Jyll Bradley’s new interactive commission links the urban landscape of the Southbank Centre in London to the hop gardens of Kent.
The Hop installation has risen out of the ground tilled for hop growing and the culture which evolved as a result of this process - just as the paintings by our friend South African artist Tendai Makufa have risen out of the ground being tended and tilled for the growing of crops in his birth country Zimbabwe.
The Hop (in place from May – October 2022) at the The Hayward Gallery, London, was inspired by local history and the story of thousands of working class families from Lambeth in South London who travelled to Kent every year until the 1960s to bring in the hop harvest. Away from the pollution of London going hopping was even viewed by some as a working holiday.2
Standing at almost four metres in height, the installation echoes the geometric design of a Kentish hop garden and has been made using Jyll Bradley's signature light-reactive materials which create a luminous public canopy alongside the Hayward Gallery.1
It is very important that to fully appreciate The Hop you need an understanding of the practices and culture embedded in this work. Please make sure you have read the three prelude posts 1 2 3 which not only explain Hopping but give you an overview of the art and literary works of this remarkably talented artist.
The Hop is a towering pavilion, made of metal, wood and coloured plexiglass (which) creates brilliant light reflections and projects a spectrum of colours onto the Southbank Centre’s iconic Brutalist architecture.2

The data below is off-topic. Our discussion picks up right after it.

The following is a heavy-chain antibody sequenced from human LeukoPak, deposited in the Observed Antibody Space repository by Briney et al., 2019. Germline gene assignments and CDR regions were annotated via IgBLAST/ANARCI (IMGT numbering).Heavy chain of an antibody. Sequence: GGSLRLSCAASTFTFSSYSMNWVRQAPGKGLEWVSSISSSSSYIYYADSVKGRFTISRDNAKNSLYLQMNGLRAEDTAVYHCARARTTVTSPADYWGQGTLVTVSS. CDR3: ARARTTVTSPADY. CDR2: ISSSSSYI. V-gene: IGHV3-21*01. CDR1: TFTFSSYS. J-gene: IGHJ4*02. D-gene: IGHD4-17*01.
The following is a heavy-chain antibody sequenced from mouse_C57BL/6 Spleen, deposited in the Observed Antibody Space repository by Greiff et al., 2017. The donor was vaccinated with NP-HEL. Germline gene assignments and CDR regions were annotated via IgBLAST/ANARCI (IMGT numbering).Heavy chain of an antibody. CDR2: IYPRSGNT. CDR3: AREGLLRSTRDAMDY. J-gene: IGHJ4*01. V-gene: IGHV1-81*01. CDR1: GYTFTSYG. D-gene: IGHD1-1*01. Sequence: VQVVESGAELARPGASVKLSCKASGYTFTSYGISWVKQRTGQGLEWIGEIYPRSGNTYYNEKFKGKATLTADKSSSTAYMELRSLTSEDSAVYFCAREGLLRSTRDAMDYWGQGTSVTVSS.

Bringing in the hop harvest – or ‘hopping’ – was hard manual labour, but it was also a transformative time away from city life, and a space for new experiences and new relationships.3
If you embrace installation works of art and open up your mind to viewing the world through a different lens, you too will find new experiences and new relationships with art - your sense of space and place will be expanded just as the world of the hoppers expanded each summer in Kent.
Jyll’s coloured plexiglass installation echoes the geometry of Kent’s unique hop growing structures where vines were arranged to expose the crop to the maximum amount of sunlight. The Hop reaches outwards and upwards, evoking a gathering of people with outstretched arms. It considers the physical and spiritual
work needed to grow something, whether a crop or a community.2
Therefore you are invited by the artist to spend time in The Hop, to create a dance routine, have a picnic, or simply sit and enjoy the colourful reflections made by the artwork in the summer sun.3
For a brief moment in time you can become part of the community of people who have travelled to see and perhaps to be part of this installation. You will embrace the light and marvel at the structures and their formation into an evocative composition provoking new thoughts and even dance.
Importantly as The Hop connects the urban landscape of the South Bank to the rural hop gardens of Kent, you can visualise almost first hand the scene as it would have appeard all those years ago, with the children playing amongst the plants and structures as their parents harvested the hops in the clear air warmed by the rays of light.
If you are lucky enough to be in London and able to experience the installation for yourself, you can engage in any way you like. I imagine most people will find the structure a perfect environment to be reflective and to marvel at the interplay between natural light and human made plexiglass cleverly planned and designed to make maximum use of the light - just as in the hop gardens: growth in human artistic and creative development paralleling the growth of the hops.
Most artists spend an enormous amount of time in working through the various preparation stages before a work is ready for public exhibition. Jyll sees
"model making is an essential part of my process. Imperfect, hand-made it's something I have done since childhood. Making models by hand slows down the process, is meditative. Know-how gleaned from making even a tiny element with balsa wood and U-HU is incomparably useful. It is a way of getting to know and feel an idea."4